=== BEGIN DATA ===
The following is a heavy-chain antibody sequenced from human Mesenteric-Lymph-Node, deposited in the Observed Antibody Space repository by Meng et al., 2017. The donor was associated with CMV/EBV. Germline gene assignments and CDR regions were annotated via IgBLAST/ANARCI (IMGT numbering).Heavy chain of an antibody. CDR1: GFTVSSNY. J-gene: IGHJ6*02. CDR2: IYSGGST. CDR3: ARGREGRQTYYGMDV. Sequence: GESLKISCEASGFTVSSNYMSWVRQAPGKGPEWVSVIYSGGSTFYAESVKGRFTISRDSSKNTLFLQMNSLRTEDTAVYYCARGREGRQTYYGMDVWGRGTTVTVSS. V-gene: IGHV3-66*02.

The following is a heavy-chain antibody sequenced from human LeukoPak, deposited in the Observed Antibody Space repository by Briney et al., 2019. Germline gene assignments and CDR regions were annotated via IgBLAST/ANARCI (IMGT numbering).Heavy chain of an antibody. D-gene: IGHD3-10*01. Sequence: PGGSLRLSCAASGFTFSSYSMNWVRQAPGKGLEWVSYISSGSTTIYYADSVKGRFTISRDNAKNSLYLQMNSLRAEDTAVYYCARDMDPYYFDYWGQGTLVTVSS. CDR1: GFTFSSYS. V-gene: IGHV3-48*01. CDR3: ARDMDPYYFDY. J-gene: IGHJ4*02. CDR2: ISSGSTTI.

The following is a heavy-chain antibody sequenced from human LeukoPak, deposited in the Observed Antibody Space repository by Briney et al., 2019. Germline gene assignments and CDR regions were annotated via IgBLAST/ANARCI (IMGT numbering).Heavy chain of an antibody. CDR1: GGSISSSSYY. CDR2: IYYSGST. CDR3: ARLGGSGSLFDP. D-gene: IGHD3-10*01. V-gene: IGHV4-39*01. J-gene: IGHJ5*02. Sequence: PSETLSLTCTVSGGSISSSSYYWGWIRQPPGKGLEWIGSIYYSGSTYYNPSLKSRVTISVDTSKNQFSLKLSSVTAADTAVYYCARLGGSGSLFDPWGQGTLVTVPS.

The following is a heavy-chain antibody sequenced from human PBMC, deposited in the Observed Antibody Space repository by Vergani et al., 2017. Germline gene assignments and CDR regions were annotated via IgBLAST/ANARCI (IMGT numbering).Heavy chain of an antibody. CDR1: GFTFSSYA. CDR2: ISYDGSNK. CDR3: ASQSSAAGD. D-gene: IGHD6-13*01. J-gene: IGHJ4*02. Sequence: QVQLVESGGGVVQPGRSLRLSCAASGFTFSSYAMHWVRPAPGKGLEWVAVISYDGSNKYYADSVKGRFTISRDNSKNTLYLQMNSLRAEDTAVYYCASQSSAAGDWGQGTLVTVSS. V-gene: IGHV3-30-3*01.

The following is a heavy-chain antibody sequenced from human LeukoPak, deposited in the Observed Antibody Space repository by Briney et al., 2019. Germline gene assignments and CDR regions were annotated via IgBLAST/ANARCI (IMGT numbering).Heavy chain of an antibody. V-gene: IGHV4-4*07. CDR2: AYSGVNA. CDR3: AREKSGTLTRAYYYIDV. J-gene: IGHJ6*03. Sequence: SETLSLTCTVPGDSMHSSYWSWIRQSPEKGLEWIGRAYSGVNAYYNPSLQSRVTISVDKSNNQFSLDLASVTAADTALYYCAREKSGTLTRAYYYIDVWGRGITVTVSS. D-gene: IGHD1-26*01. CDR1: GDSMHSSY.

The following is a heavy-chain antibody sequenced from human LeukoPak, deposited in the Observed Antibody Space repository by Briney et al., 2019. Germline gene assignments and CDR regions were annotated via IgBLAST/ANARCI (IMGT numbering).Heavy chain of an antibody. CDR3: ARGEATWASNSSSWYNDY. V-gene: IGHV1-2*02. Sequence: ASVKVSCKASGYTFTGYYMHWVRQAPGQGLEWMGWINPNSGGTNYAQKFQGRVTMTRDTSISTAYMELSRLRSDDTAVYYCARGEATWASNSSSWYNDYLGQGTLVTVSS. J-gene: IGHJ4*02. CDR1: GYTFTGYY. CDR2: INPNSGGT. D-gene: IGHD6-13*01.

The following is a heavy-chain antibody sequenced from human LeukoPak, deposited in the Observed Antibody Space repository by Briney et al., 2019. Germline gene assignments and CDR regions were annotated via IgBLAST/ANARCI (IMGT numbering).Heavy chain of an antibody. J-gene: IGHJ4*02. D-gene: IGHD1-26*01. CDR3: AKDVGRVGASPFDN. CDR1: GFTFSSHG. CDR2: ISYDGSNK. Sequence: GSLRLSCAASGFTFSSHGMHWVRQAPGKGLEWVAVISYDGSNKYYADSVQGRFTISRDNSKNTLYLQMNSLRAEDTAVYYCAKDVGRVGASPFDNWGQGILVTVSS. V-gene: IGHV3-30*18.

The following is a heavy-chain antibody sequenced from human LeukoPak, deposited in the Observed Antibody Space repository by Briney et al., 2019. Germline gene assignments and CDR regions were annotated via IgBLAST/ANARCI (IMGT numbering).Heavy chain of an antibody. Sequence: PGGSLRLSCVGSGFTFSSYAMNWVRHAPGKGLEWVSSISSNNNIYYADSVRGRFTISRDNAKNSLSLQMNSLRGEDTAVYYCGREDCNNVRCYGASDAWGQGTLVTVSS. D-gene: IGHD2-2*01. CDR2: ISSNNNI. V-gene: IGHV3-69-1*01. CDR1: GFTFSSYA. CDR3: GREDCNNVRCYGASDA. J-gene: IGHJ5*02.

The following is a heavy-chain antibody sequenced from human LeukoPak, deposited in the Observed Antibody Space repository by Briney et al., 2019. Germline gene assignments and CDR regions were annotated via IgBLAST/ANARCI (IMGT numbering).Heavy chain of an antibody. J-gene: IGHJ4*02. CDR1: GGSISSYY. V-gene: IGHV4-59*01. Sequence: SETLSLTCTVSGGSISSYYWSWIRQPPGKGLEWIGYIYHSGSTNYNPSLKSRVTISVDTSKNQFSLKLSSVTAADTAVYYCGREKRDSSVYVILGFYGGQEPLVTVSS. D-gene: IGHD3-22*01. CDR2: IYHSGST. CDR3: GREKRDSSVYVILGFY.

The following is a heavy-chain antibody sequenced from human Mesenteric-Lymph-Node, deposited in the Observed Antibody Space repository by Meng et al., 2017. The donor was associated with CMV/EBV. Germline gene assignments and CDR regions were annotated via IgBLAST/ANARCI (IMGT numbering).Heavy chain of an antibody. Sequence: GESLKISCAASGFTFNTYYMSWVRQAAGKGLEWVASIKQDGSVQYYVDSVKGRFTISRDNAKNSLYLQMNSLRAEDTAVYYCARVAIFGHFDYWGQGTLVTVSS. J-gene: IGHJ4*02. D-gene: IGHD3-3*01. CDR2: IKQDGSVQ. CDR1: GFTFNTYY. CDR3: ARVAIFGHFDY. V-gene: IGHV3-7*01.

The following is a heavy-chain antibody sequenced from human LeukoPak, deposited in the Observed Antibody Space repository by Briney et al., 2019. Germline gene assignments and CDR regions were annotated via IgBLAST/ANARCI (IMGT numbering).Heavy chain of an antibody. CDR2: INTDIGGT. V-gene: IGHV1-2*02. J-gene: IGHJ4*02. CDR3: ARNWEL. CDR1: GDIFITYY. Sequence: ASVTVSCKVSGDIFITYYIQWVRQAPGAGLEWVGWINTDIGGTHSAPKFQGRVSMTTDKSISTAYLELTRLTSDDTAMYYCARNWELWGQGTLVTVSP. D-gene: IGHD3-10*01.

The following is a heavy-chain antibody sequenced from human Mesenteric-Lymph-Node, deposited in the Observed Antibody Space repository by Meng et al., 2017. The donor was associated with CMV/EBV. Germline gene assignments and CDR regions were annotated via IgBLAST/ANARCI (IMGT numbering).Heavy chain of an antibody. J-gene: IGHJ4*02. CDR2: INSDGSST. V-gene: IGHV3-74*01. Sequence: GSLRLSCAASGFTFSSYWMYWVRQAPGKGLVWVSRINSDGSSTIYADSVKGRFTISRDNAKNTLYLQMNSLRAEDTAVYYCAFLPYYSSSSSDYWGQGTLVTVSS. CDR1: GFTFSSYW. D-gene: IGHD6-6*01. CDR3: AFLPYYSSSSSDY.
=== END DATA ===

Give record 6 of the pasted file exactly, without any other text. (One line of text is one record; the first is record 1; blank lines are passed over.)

The following is a heavy-chain antibody sequenced from human LeukoPak, deposited in the Observed Antibody Space repository by Briney et al., 2019. Germline gene assignments and CDR regions were annotated via IgBLAST/ANARCI (IMGT numbering).Heavy chain of an antibody. CDR3: ARGEATWASNSSSWYNDY. V-gene: IGHV1-2*02. Sequence: ASVKVSCKASGYTFTGYYMHWVRQAPGQGLEWMGWINPNSGGTNYAQKFQGRVTMTRDTSISTAYMELSRLRSDDTAVYYCARGEATWASNSSSWYNDYLGQGTLVTVSS. J-gene: IGHJ4*02. CDR1: GYTFTGYY. CDR2: INPNSGGT. D-gene: IGHD6-13*01.